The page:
The amyloid precursor protein (APP) is sequentially cleaved by ?- and -?secretases to generate amyloid ?-peptide (A?) in the brain - a central player in Alzheimer's disease. APP cleavage by ?-secretase-1 (BACE-1) is the rate-limiting step for production of A?. A? is believed to exert its toxicity on neurons while in a soluble and oligomeric state, prior to deposition as insoluble fibrils in brain. Thus, for reasons related to both pathophysiology and therapeutics, understanding mechanisms and pathways of A? generation from APP is a major focus of many laboratories. An intriguing aspect of A? production is that its release is dependent upon neuronal activity - enhanced synaptic activity results in more A? release. Though pathways involved in trafficking and cleavage of APP in neurons are of obvious importance, the vast majority of previous studies on APP/BACE-1 trafficking have been carried out in non-neuronal cells. These findings may not always be applicable to neurons, which are highly polarized and are known to have very different trafficking mechanisms. Furthermore, inferences on how neuronal activity modulates APP processing by BACE-1 require work in neurons. The prevailing view is that at presynaptic terminals, heightened synaptic vesicle recycling that accompanies high synaptic activity results in increased internalization into endosomes of APP where proteolysis by secretases take place. However, our recent studies using live neuronal imaging showed rather surprising results in that APP and BACE-1 normally traffic in distinct vesicles - perhaps preventing unabated cleavage - but converge in dendrites upon activity-induction. This led us to propose a new model whereby neuronal activity brings together APP and BACE-1 in dendrites where the two molecules interact. Only subsequently are these two molecules sorted into axons to distal terminals. Experiments in this proposal will examine a number of predictions that emanate from this working model and dissect the trafficking pathways of APP and BACE-1;revealing their relationship to amyloidogenesis and neuronal activity.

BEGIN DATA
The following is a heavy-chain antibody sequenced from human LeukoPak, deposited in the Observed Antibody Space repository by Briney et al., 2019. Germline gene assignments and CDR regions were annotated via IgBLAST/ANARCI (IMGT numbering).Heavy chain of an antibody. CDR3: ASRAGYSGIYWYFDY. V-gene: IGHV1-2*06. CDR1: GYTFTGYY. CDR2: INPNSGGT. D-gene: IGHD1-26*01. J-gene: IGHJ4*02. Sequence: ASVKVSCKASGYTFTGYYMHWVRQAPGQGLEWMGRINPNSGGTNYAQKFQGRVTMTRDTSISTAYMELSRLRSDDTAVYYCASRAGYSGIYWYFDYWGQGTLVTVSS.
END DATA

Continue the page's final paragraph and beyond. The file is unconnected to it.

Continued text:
Four Aims are proposed: 1) Test the hypothesis that APP and BACE-1 are first conveyed into dendrites in distinct carriers after biogenesis. 2) Determine specific neuronal subcellular site(s) of APP/BACE-1 interaction and A? release. 3) Determine the biogenesis and molecular composition of the axonal APP/BACE-1-carrying organelle. 4) Visualize APP/BACE-1 associations in brains and in human induced pluripotent stem cells (iPSCs). Collectively, results from these studies will provide new insights into the trafficking pathways of APP and BACE-1 and demonstrate how neuronal activity modulates these pathways to enhance APP cleavage and A? release.
Alzheimer's disease (AD) is the epidemic of our time, with tremendous social and economic consequences;however despite this urgency, currently there are no disease-modifying drugs on the market. Amyloid-beta (A) is widely considered to play a central role AD - initiating the toxic cascade of events - and though the mechanisms by which A is generated has been a topic of interest for many years, means by which A is generated in neurons is still unclear. Coupling novel tools and experimental paradigms with cultured neurons, in-vivo brain imaging, and human induced pluripotent stem cells, our studies propose to pinpoint the pathways initiating - and ultimately generating - A fragments in neurons.